This part of the Naval effort in WWII has, up to now, been unrecorded, but this film goes a considerable way to honour these brave seamen. Several interviews with tug veterans are included and their first hand accounts of the conflict is fascinating. A song about the tugboat veterans composed and sung by a former crewman turned folk singer is particularly moving.
                       
I unreservedly highly recommend this film to anyone whether they have an interest in ships or not, and especially to anyone who has seen service, or has been close to Veterans of any campaign.


New York Times

May Day Tugs of War

by NATHAN SOUTHERN, All Movie Guide

As helmed by documentarist Robin Williams, Mayday Tugs of War revisits the careers and wartime contributions of the WWII-era Deep Sea Rescue Tugmen. Though history has neglected to preserve their legacies sufficiently - rendering the group semi-obscure - the Tugmen nonetheless carried out the most powerful and successful assault during the war, dramatically slowed the progress of the Axis Forces, and saved untold numbers of military and civilian lives. Mayday Tugs of War creates one of the first full-scaled documentary tributes to the Tugmen, using rare archival footage to tell the chronological story of the group, from inception to battlefront action to disbandment. The story is replete with thrilling conflicts involving submarines, aircraft carriers, massive battleships, and a host of other wartime vehicles, yet predominantly, it posits itself as a tool for posterity, to help future generations remember the legacy of the Tugmen.


Laguna Beach Coastline Pilot

Tugboat heroes

Crewmen rescued many a sailor during the dark days of WWII. Laguna filmmaker brings their stories to light.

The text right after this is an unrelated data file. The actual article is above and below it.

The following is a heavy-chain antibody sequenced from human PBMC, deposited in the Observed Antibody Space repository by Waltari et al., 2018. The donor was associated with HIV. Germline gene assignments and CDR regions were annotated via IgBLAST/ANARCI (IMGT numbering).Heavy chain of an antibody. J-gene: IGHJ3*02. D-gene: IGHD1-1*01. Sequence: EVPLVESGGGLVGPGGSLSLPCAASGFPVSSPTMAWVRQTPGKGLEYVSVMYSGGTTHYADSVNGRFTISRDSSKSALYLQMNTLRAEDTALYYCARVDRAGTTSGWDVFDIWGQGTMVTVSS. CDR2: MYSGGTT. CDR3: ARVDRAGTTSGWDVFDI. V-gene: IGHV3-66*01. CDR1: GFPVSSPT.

by JOSH ADEN

They braved the roiling, stormy seas of the North Atlantic. They jumped aboard sinking ships and saved lives. They ran head-on into flaming magazines of ammunition to put out fires.

The accomplishments of the World War II Deep Sea Rescue Tugboats were many, yet these heroes have gotten hardly a footnote in the history books. Laguna Beach Filmmaker Robin D. Williams hopes to change that with his new film, “Mayday! Tugs of War — Europe.”

Robin Williams“They’re bona fide heroes,” Williams said. “They’re very humble and they talk about it like it was nothing, but you know it was a hell of a thing to go through.”

The film, which won the Sponsor’s Honorary Mention at the 2007 Indie Fest Film Festival Nov. 2, explores the feats of tug crews from various countries including the U.S., Germany and the United Kingdom.

Williams has spent his documentary film career making movies about some of the most influential men in history including Charles Lindbergh, Wolfgang Amadeus Mozart, and Christopher Columbus. The story of the WWII tugmen was a story he’s been wanting to tell for 50 years, but could never figure out how to go about it.

The fascination with the small ships began in Cobh, Ireland, where Williams first saw one of the strange vessels docked in the harbor. On the voyage back across the Atlantic, Williams’ ship was imperiled by a storm. The large ship was tossed around by the waves. Williams marveled at the crews of the tugs who braved similar storms on much smaller craft.

“They’re very special and very unique vessels,” Williams said.